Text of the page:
While dance is a creative form of self-expression, society has placed limitations on how black masculinity should be expressed through movement. Dance is identified as something fluid and feminine, the exact opposite of the terms identified as black masculinity: brash, hypersexual, and aggressive. The notion of black men dancing and taking up space is often left out of cultural conversations.
Okayplayer recently caught up with Robert Battle, Artistic Director of The Alvin Ailey American Dance Theater. He spoke to us about defining masculinity in movement, Childish Gambino’s use of dance in his “This is America” music video, and taking up space as a black man.
Okayplayer: How do you define masculinity in a movement?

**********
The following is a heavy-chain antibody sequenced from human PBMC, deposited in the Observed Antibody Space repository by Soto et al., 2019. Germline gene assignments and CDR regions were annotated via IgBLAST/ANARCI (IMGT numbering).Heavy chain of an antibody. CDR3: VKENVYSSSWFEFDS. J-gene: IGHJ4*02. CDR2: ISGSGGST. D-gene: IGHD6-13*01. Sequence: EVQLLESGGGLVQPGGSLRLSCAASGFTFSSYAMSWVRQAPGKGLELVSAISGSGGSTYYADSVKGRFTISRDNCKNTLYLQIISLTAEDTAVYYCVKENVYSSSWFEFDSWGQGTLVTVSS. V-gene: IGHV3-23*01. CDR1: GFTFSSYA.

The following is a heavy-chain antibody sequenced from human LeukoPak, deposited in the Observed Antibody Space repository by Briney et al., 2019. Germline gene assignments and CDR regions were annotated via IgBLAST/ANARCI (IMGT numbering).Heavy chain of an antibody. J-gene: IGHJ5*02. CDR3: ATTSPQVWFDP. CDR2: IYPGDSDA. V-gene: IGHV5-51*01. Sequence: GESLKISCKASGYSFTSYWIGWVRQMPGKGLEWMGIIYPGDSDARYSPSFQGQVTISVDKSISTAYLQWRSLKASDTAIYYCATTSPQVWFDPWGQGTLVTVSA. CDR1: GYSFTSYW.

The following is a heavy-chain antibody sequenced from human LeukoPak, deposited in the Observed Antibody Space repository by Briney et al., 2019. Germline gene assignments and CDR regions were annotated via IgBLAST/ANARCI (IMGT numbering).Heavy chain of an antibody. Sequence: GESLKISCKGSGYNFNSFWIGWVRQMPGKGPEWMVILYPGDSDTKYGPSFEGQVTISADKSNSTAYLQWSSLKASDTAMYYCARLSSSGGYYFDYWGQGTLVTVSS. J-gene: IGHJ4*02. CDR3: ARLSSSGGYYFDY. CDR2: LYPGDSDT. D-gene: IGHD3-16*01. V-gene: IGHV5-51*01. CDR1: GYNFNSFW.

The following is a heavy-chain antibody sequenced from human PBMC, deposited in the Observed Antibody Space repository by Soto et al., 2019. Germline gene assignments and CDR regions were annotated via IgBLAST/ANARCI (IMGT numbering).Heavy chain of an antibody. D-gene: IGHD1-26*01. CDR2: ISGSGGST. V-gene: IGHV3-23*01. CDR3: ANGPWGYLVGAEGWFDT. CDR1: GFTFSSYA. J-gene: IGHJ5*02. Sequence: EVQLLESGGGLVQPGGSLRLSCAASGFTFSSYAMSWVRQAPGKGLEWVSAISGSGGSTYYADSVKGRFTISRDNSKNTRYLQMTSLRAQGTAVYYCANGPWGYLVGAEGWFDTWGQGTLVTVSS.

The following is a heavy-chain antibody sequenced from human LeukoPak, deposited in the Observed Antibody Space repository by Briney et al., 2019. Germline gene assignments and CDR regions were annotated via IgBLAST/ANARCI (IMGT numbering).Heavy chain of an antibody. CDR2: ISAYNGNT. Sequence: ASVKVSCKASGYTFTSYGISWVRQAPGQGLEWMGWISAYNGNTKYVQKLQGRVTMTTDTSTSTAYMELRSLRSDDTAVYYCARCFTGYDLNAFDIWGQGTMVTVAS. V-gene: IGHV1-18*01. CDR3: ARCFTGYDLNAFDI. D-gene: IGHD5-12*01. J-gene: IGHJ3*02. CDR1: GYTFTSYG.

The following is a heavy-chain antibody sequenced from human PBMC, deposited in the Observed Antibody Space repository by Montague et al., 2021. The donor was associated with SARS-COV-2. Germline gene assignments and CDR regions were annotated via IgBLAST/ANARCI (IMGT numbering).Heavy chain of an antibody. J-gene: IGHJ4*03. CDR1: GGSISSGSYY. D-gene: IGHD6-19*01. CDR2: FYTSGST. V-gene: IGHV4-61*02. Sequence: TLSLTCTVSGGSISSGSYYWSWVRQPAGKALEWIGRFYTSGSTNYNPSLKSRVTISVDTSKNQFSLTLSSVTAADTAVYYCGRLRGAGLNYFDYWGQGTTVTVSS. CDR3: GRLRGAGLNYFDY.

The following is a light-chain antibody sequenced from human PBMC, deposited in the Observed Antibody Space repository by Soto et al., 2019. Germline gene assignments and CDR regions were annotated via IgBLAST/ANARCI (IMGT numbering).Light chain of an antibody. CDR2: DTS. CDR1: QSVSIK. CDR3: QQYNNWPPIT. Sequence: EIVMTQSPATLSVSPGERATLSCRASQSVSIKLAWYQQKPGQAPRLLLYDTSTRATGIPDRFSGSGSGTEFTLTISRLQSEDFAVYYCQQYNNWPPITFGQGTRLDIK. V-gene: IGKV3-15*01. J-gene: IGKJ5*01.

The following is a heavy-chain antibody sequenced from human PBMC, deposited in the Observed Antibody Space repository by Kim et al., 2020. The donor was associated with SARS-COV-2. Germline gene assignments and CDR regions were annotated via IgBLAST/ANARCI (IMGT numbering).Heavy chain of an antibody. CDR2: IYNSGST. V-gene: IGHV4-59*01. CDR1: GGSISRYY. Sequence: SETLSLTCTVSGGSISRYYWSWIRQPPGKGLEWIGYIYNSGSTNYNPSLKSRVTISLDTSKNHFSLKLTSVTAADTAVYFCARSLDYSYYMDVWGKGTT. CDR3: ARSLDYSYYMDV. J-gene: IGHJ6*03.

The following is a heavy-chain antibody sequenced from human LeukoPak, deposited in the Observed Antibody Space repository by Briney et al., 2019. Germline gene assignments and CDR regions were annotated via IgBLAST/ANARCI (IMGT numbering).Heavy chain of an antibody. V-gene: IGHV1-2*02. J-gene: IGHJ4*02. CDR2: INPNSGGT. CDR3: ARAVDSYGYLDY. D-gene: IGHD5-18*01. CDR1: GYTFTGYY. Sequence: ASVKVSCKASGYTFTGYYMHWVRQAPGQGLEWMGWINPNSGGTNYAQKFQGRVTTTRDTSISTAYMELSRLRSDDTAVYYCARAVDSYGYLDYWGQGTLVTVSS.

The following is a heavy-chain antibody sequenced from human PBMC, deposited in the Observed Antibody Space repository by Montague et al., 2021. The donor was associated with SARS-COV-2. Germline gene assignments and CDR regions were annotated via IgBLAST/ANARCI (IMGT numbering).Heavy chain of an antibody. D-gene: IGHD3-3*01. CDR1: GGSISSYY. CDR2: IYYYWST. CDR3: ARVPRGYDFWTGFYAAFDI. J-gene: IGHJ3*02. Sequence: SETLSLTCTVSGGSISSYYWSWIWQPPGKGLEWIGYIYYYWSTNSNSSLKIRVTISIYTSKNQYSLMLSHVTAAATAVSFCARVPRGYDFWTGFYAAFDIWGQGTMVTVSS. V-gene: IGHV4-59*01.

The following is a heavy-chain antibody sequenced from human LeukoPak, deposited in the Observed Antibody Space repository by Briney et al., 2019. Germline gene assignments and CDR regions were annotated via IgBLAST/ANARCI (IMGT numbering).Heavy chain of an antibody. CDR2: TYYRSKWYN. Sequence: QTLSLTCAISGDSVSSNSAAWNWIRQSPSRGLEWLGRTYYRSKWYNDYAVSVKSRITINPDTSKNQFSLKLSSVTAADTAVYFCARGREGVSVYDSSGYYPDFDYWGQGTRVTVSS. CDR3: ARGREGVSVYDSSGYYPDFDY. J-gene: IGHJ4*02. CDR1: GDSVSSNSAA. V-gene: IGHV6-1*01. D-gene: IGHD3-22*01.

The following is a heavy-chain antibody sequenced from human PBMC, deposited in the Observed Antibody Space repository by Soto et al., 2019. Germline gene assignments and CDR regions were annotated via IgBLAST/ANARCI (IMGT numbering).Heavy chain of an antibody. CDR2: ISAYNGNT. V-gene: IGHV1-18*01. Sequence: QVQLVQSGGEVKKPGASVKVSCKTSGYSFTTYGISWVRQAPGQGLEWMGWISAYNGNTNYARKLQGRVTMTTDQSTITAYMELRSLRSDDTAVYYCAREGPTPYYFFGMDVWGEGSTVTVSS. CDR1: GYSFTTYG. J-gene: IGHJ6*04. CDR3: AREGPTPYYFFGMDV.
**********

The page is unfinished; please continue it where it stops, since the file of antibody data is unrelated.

Robert Battle: Well I can say that in some ways it’s interesting because it’s a kind of juxtaposition in terms of the way people think of dance. You know they think of it as feminine to be blunt. So as someone who has had to battle with that as a kid dancing, my thoughts are sort of mixed around that because of my own experiences of being picked on because of dancing as a man or as a male person dancing. But when you look at that juxtaposition, I mean I think that is very powerful actually because dance has a certain vulnerability, that is often not associated with maleness. I think when you see quote on quote masculinity in dance you are reminded of the complexities of the perception of a man using his body to express whatever emotions or whatever sense of joy or sadness. I think there is something courageous about that inherently, because of how it’s viewed—because it has always been complicated in a way.